“Yep. Been on TV and everything. Talk shows. Made a movie.” She dealt with those two tears now, clamping one hand to her chin and smearing them across her fingers. “Actually, sounded like you were watching my movie when I knocked. I understand it plays a lot in hotel rooms.” She laughed darkly and clapped her hands.

  “You know Richard Young?” she asked, taking a whiskey miniature from her pocket and unscrewing it. “Meticulous son of a bitch? English? Jewish? His pants are always just so. Real successful.”

  Alex filed through the faces he had met today and came up with a black-haired, handsome, careful young man who had about him the air of the wunderkind, a quality that depressed Tandem beyond measure now that his own wunderkind days were behind him.

  “From Birmingham. Yeah, he’s up and coming. He’s got a fantastic collection, Rich.”

  “Yeah, well, Rich heard from some guy who heard from some other guy who heard from some asshole that you’re in New York to find Kitty Alexander. Kit-ty Al-ex-ander. Zat true?”

  Alex tried to gulp at his wine in a carefree way, and sent it on a catastrophic journey down his T-shirt. “Ug . . . You know . . . It’s just . . . she sent me an autograph. It’s not really . . . it’s not a big deal. It’s not like I came here to find her. It’s not like that. I’m not some lunatic stalker. I just wanted to thank her for it. I’m just another fan.”

  Honey stuck an improbably curved nail in his face. “No, no, no—biggest fan—that’s what I heard. An’ I must say I was surprised. You don’t seem like a fan of anything to me. I thought you were totally Zen—you know, rising above it all.”

  Honey stood up and stumbled towards the window, stepping ineptly over the repeating monograms. She rested against the curtain and pointed out.

  “Lives in Brooklyn. I grew up in Brooklyn. Sunday sitting on the stoop. Everybody knew who you were. Before church, after church . . .”

  “I’m going to make some coffee, I think,” said Alex, crawling up the bed and stretching for the kettle on his side table.

  “More people know you than you know people. . . . See, that’s all it is. Ain’t nothing more than that, really. It’s for amputee people. That’s all. I’ll tell you what’s messed up, too. In my neighborhood, I’m a celebrity. Do you believe that? In certain areas of Brooklyn, I’m Elizabeth Taylor.”

  “I met her once,” said Alex, missing the electrical socket for the plug and falling off the bed.

  Honey swiveled on her heel, and laughed until she needed the bathroom. Soon he could hear her vomiting in there, despite the sound of running taps. He stood at the door with a towel and offered to help, but she wouldn’t let him in.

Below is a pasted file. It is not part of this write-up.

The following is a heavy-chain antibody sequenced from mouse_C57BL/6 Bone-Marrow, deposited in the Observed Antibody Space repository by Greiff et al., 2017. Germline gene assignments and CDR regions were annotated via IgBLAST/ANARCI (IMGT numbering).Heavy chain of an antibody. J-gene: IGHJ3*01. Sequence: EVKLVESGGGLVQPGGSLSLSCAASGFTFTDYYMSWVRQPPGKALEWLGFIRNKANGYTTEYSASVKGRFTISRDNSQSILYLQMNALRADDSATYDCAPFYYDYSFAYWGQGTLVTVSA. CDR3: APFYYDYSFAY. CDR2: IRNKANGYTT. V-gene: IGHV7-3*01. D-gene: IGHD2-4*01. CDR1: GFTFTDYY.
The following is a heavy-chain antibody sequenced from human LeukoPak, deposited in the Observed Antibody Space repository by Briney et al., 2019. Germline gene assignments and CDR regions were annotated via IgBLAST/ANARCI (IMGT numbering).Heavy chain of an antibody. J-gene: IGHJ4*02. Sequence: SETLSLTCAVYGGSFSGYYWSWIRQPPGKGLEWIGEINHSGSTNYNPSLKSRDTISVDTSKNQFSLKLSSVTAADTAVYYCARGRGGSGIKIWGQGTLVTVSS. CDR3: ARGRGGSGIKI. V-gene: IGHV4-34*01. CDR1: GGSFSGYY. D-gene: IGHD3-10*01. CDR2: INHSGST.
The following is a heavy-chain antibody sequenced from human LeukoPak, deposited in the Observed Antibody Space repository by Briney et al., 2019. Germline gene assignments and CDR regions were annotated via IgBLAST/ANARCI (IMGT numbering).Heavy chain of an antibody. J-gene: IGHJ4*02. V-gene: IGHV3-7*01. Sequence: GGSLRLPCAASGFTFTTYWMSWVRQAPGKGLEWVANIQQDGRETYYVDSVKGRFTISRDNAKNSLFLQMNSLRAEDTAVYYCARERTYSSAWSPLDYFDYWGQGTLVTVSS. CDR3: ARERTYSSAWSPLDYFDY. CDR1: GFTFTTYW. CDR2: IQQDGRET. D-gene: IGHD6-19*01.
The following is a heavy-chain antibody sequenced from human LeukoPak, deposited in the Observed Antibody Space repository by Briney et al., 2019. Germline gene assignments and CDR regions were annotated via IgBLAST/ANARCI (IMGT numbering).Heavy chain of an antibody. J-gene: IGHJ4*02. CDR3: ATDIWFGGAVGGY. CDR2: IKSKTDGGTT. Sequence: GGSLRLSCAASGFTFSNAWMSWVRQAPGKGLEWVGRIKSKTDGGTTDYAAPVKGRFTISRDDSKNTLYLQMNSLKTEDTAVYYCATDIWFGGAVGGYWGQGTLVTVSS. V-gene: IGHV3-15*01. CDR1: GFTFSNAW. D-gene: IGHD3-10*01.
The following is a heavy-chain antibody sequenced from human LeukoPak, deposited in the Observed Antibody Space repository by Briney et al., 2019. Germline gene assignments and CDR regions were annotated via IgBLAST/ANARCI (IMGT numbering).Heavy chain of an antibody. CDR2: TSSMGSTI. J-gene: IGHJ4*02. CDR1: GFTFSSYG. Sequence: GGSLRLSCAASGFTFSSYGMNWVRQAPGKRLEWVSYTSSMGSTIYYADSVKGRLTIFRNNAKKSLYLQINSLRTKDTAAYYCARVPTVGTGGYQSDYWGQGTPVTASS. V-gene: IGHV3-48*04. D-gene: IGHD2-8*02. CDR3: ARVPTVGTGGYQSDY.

After that, they had coffee. Talked until the light came over the city in two incoherent stages, electric orange followed by a thin, sulky blue. Honey didn’t believe in abortion anymore, although she used to. Alex thought televised charities were run by crooks. Honey didn’t see why she should touch things if she didn’t know where they came from. Alex couldn’t see the point of fake nails or figure skating. Honey thought there was something weird about English children. They both wondered why there had to be so much mayonnaise on everything.

  “I know Roebling. Roebling knows me. I can show you where Roebling is, show you around,” said Honey, folding up her chair.

  “Fine. You’re on.”

  “Huh? I’m on what?” asked Honey.

  “Let’s do it,” said Alex-Li.

  CHAPTER THREE

  Perceiving the Bull

  1.

  In the event, Honey reversed the plan. Practically minded, she voted for the Lower East Side first, to find Krauser, and then on to Roebling. Despite its map proportions, she remembered Roebling from her working days as a complicated sprawl where the grid system employed in much of the city finds itself replaced by the ancient way of things. Chaotic roads with peculiar names, roads that dip and curve and hide the door numbers of apartments from the public view.

  “And it’s cold as hell out there,” said Honey, pulling on some leather gloves in the lobby. “And I don’t need to be wandering around with a bitch of a hangover and no idea where we’re going. I just know this guy Krauser is going to help us out. No question. We’re going to show what a nice guy you are. We’ll charm his ass.”

  Alex continued to struggle with the zip of his duffel coat and then succumbed like a toddler when Honey, bored by the performance, gripped him firmly by the toggles, zipped him to the neck and brought the huge bear hood, trimmed with a halo of synthetic fur, over his head. Her own coat was close-fitting and camel-colored, adding and subtracting from her curves where necessary. She evened out the cord either side of her waist, tying it to the left in a bow.